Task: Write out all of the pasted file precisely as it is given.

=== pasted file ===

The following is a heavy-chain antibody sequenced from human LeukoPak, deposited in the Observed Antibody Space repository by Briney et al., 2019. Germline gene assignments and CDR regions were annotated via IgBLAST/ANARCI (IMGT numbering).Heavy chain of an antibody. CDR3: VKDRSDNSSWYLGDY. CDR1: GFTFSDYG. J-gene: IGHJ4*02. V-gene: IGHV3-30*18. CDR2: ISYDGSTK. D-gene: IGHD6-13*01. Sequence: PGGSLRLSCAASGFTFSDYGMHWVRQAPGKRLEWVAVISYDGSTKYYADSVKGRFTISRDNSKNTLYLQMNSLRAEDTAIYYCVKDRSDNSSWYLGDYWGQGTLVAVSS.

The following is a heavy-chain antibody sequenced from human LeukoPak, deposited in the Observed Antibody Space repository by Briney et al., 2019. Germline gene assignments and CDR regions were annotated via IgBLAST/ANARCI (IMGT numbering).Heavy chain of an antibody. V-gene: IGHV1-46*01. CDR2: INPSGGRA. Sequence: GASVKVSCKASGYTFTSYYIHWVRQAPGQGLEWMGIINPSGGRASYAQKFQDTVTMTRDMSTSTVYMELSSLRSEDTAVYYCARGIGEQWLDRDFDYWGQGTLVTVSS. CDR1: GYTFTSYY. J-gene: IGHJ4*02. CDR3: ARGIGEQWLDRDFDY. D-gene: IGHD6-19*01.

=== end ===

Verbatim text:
The following is a heavy-chain antibody sequenced from human LeukoPak, deposited in the Observed Antibody Space repository by Briney et al., 2019. Germline gene assignments and CDR regions were annotated via IgBLAST/ANARCI (IMGT numbering).Heavy chain of an antibody. CDR3: VKDRSDNSSWYLGDY. CDR1: GFTFSDYG. J-gene: IGHJ4*02. V-gene: IGHV3-30*18. CDR2: ISYDGSTK. D-gene: IGHD6-13*01. Sequence: PGGSLRLSCAASGFTFSDYGMHWVRQAPGKRLEWVAVISYDGSTKYYADSVKGRFTISRDNSKNTLYLQMNSLRAEDTAIYYCVKDRSDNSSWYLGDYWGQGTLVAVSS.

The following is a heavy-chain antibody sequenced from human LeukoPak, deposited in the Observed Antibody Space repository by Briney et al., 2019. Germline gene assignments and CDR regions were annotated via IgBLAST/ANARCI (IMGT numbering).Heavy chain of an antibody. V-gene: IGHV1-46*01. CDR2: INPSGGRA. Sequence: GASVKVSCKASGYTFTSYYIHWVRQAPGQGLEWMGIINPSGGRASYAQKFQDTVTMTRDMSTSTVYMELSSLRSEDTAVYYCARGIGEQWLDRDFDYWGQGTLVTVSS. CDR1: GYTFTSYY. J-gene: IGHJ4*02. CDR3: ARGIGEQWLDRDFDY. D-gene: IGHD6-19*01.